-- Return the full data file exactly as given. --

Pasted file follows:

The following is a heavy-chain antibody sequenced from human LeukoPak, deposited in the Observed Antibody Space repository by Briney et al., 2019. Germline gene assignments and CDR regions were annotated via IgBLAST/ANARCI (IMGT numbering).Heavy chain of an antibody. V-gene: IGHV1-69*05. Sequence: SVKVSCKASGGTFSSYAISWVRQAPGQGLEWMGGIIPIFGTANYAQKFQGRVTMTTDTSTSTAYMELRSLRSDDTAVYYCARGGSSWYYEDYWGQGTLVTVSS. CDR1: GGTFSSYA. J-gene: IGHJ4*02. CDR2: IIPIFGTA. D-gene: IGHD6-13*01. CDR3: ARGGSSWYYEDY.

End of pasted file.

The following is a heavy-chain antibody sequenced from human LeukoPak, deposited in the Observed Antibody Space repository by Briney et al., 2019. Germline gene assignments and CDR regions were annotated via IgBLAST/ANARCI (IMGT numbering).Heavy chain of an antibody. V-gene: IGHV1-69*05. Sequence: SVKVSCKASGGTFSSYAISWVRQAPGQGLEWMGGIIPIFGTANYAQKFQGRVTMTTDTSTSTAYMELRSLRSDDTAVYYCARGGSSWYYEDYWGQGTLVTVSS. CDR1: GGTFSSYA. J-gene: IGHJ4*02. CDR2: IIPIFGTA. D-gene: IGHD6-13*01. CDR3: ARGGSSWYYEDY.